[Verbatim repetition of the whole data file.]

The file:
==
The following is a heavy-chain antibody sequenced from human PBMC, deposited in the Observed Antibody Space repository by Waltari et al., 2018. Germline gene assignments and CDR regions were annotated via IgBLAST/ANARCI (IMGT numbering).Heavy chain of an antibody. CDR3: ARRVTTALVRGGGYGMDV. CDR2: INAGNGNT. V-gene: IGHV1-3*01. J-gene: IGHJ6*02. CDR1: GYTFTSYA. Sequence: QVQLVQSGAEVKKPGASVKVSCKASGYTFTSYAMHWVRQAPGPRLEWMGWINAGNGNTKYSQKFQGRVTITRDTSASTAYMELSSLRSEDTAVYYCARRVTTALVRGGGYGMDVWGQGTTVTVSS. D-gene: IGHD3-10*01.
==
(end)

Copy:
The following is a heavy-chain antibody sequenced from human PBMC, deposited in the Observed Antibody Space repository by Waltari et al., 2018. Germline gene assignments and CDR regions were annotated via IgBLAST/ANARCI (IMGT numbering).Heavy chain of an antibody. CDR3: ARRVTTALVRGGGYGMDV. CDR2: INAGNGNT. V-gene: IGHV1-3*01. J-gene: IGHJ6*02. CDR1: GYTFTSYA. Sequence: QVQLVQSGAEVKKPGASVKVSCKASGYTFTSYAMHWVRQAPGPRLEWMGWINAGNGNTKYSQKFQGRVTITRDTSASTAYMELSSLRSEDTAVYYCARRVTTALVRGGGYGMDVWGQGTTVTVSS. D-gene: IGHD3-10*01.